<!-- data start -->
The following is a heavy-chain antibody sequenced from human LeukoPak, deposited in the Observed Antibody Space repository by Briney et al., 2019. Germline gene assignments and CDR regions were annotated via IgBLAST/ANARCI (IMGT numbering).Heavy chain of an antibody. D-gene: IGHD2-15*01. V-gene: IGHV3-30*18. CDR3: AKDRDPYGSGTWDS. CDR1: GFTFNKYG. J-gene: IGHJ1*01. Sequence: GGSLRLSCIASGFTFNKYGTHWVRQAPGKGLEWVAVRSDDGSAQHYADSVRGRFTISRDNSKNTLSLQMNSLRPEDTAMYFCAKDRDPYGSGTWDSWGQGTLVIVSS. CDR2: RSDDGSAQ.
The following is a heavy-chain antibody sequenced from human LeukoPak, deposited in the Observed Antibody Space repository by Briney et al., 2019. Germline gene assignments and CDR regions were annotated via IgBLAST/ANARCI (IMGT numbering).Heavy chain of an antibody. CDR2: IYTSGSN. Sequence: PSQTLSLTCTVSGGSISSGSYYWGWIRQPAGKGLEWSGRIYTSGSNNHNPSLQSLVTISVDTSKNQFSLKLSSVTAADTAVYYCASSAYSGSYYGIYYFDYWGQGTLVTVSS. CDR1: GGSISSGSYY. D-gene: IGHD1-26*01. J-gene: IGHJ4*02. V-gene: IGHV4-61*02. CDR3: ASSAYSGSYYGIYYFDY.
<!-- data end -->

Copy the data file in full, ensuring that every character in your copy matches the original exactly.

The following is a heavy-chain antibody sequenced from human LeukoPak, deposited in the Observed Antibody Space repository by Briney et al., 2019. Germline gene assignments and CDR regions were annotated via IgBLAST/ANARCI (IMGT numbering).Heavy chain of an antibody. D-gene: IGHD2-15*01. V-gene: IGHV3-30*18. CDR3: AKDRDPYGSGTWDS. CDR1: GFTFNKYG. J-gene: IGHJ1*01. Sequence: GGSLRLSCIASGFTFNKYGTHWVRQAPGKGLEWVAVRSDDGSAQHYADSVRGRFTISRDNSKNTLSLQMNSLRPEDTAMYFCAKDRDPYGSGTWDSWGQGTLVIVSS. CDR2: RSDDGSAQ.
The following is a heavy-chain antibody sequenced from human LeukoPak, deposited in the Observed Antibody Space repository by Briney et al., 2019. Germline gene assignments and CDR regions were annotated via IgBLAST/ANARCI (IMGT numbering).Heavy chain of an antibody. CDR2: IYTSGSN. Sequence: PSQTLSLTCTVSGGSISSGSYYWGWIRQPAGKGLEWSGRIYTSGSNNHNPSLQSLVTISVDTSKNQFSLKLSSVTAADTAVYYCASSAYSGSYYGIYYFDYWGQGTLVTVSS. CDR1: GGSISSGSYY. D-gene: IGHD1-26*01. J-gene: IGHJ4*02. V-gene: IGHV4-61*02. CDR3: ASSAYSGSYYGIYYFDY.